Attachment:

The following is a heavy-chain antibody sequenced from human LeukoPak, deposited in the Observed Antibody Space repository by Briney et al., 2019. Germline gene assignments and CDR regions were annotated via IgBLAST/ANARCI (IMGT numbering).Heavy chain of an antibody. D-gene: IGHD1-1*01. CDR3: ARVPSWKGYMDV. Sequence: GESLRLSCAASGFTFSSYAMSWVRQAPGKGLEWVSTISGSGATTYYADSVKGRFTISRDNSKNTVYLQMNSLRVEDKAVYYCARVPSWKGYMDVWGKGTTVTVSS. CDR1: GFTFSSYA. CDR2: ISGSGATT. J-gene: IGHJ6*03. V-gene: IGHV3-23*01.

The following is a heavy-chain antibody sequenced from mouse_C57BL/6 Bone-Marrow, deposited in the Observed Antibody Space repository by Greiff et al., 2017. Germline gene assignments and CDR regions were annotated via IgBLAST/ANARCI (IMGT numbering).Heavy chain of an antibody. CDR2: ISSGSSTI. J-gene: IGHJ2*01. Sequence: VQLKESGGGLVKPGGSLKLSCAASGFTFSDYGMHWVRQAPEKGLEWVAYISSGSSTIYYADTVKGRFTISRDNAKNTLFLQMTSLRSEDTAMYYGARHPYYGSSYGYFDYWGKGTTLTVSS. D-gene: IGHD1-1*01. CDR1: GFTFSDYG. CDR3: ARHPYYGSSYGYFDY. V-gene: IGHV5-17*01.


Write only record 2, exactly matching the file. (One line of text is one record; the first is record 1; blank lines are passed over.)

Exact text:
The following is a heavy-chain antibody sequenced from mouse_C57BL/6 Bone-Marrow, deposited in the Observed Antibody Space repository by Greiff et al., 2017. Germline gene assignments and CDR regions were annotated via IgBLAST/ANARCI (IMGT numbering).Heavy chain of an antibody. CDR2: ISSGSSTI. J-gene: IGHJ2*01. Sequence: VQLKESGGGLVKPGGSLKLSCAASGFTFSDYGMHWVRQAPEKGLEWVAYISSGSSTIYYADTVKGRFTISRDNAKNTLFLQMTSLRSEDTAMYYGARHPYYGSSYGYFDYWGKGTTLTVSS. D-gene: IGHD1-1*01. CDR1: GFTFSDYG. CDR3: ARHPYYGSSYGYFDY. V-gene: IGHV5-17*01.